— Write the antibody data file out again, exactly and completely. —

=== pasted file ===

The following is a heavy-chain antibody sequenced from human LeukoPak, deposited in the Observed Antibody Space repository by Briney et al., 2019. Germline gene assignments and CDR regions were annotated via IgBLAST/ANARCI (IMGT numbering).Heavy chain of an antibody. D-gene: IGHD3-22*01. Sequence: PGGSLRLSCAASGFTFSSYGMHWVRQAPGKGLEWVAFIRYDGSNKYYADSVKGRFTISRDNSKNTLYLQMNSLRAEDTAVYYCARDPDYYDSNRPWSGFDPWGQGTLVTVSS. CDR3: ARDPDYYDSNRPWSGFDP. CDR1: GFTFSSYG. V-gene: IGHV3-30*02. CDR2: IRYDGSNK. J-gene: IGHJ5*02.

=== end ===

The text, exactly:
The following is a heavy-chain antibody sequenced from human LeukoPak, deposited in the Observed Antibody Space repository by Briney et al., 2019. Germline gene assignments and CDR regions were annotated via IgBLAST/ANARCI (IMGT numbering).Heavy chain of an antibody. D-gene: IGHD3-22*01. Sequence: PGGSLRLSCAASGFTFSSYGMHWVRQAPGKGLEWVAFIRYDGSNKYYADSVKGRFTISRDNSKNTLYLQMNSLRAEDTAVYYCARDPDYYDSNRPWSGFDPWGQGTLVTVSS. CDR3: ARDPDYYDSNRPWSGFDP. CDR1: GFTFSSYG. V-gene: IGHV3-30*02. CDR2: IRYDGSNK. J-gene: IGHJ5*02.